One Question Quiz
(Photo: Getty Images)
(Photo: Getty Images)

SocietyFebruary 16, 2017

Substance abuse affects 90% of prison inmates. Why are they being fobbed off with unqualified addiction counsellors?

(Photo: Getty Images)
(Photo: Getty Images)

Addressing addiction issues in prison is one of the best ways we have to drastically cut reoffending rates. If only Corrections took the problem as seriously as it deserves, writes Wellington addiction counsellor Roger Brooking.

In April last year, Radio New Zealand reported that the Corrections Department was paying for non-existent alcohol and drug counsellors. The story omitted the fact that most of the AOD (alcohol and other drugs) counsellors who do work in the prisons are not actually qualified – at least not in addiction treatment.

The qualifications required to work as an AOD counsellor in prison are described in tender documents recently issued by Corrections. The documents relate to Drug Treatment Units (DTUs), the prison programme that inmates with addictions are required to attend. The tender states:

“DTU programme clinical staff and the DTU clinical manager will have a relevant qualification in psychology, counselling, psychotherapy or similar.”

Remarkably, the document does not specify that the ‘relevant qualification’ has to be a graduate degree. Nor does it state that clinicians require a qualification in the assessment and treatment of addictive disorders.

Paremoremo Maxium Security Prison, Albany. Photo: David Hallett/Getty Images

Currently an AOD agency called CareNZ has contracts with Corrections to run eight of the nine DTUs in New Zealand prisons. CareNZ also has contracts with a number of DHBs up and down the country to provide addiction treatment to the public in community clinics. The DHB contracts are a great more specific. For example, CareNZ’s contract with the Waikato DHB says:

“Clinicians employed to deliver these services must have a level VII (graduate) AOD specific qualification.”

Clearly, the DHBs want value for money; they want the people treating addicts to be professional clinicians – ones who are specifically qualified in the treatment of addictive disorders. But Corrections doesn’t seem to care. Perhaps that’s because their clients are only prisoners – so any old counsellor with any old qualification will do. If that’s their attitude, no wonder drug treatment in prison doesn’t work.

And it doesn’t work. Hundreds of inmates are put through DTU programmes each year and they reduce reoffending by less than 5 percent. Mind you, 11 of the 12 rehabilitation programmes in prison don’t work. Corrections management are concerned about this because in 2011, the government set the department a goal to reduce reoffending by 25 percent by June this year.

The Department seems to think the poor performance of the DTUs is CareNZ’s fault. They even initiated an evaluation of CareNZ’s performance by an independent consulting company, Julian King & Associates. Amazingly, the independent review reported that CareNZ was doing fine.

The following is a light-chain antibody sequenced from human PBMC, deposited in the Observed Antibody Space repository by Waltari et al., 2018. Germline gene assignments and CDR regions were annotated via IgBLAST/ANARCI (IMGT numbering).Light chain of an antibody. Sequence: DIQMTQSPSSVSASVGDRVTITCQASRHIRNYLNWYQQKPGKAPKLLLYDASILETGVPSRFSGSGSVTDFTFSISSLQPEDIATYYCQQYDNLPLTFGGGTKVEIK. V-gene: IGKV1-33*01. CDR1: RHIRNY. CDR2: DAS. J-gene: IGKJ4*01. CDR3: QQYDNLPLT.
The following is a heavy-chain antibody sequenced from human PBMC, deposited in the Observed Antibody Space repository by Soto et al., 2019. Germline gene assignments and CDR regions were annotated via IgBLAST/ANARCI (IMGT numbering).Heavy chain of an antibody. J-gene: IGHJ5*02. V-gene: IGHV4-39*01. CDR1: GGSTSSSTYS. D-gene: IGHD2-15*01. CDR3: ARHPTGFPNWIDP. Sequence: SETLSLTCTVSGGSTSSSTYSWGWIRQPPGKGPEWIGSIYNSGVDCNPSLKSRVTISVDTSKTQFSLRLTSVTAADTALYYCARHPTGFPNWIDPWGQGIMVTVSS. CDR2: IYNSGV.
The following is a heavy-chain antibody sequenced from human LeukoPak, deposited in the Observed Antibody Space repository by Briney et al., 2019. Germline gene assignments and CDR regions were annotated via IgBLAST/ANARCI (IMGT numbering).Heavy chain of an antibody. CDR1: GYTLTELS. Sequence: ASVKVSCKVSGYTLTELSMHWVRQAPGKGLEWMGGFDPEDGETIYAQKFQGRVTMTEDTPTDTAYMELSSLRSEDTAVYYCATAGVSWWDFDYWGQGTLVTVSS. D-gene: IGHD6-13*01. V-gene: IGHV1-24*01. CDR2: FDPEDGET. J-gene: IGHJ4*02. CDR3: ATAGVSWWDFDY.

So when RNZ reported that Corrections was paying for non-existent counsellors, Corrections’ Southern Regional Commissioner, Ben Clark, spun the story like this:

“If we had cause for concern that Care NZ weren’t delivering an effective service to our offenders, and weren’t giving the taxpayer good value for money, then absolutely we would look to put that money elsewhere, but so far we have no evidence of that being the case.”

Less than 12 months later, Corrections has indeed decided to put taxpayers’ money elsewhere, by putting the DTU contracts up for tender. The tender process is nearly complete and my sources tell me that six of CareNZ’s eight contracts have now been offered to other AOD treatment agencies. But as described above, neither CareNZ nor any of the new treatment agencies will be required to use qualified or experienced clinicians.

This makes no sense whatsoever. There are now over 10,000 people in prison in New Zealand and up to 90 percent of them have problems with substance abuse. At least 45 percent of inmates also have underlying personality disorders, mental health problems and learning disabilities. They often use alcohol and drugs to alleviate the symptoms associated with these disorders.

Addictions are hard to treat at the best of times; treating inmates with coexisting disorders is even tougher. The counsellors who work in prison therefore need to be as qualified, if not more qualified and more experienced, than AOD clinicians in the community. At the very least, they need to have a graduate degree in the assessment and treatment of addictive disorders, and they need at least five years’ experience working with addicts in the community before starting work in a prison.

Corrections has used CareNZ as a scapegoat. That particular agency’s role in the prison system has been cut, but nothing will change if the clinicians doing the counselling can’t cut the mustard.  To use another analogy, changing agencies is akin to re-arranging the deck chairs on the Titanic; unless the right people are sitting in the right chairs, the ship is still going to sink.

Roger Brooking is a Wellington based alcohol and substance abuse counsellor. He blogs about crime, justice and prison issues at Brookingblog.

The Society section is sponsored by AUT. As a contemporary university we’re focused on providing exceptional learning experiences, developing impactful research and forging strong industry partnerships. Start your university journey with us today.

Keep going!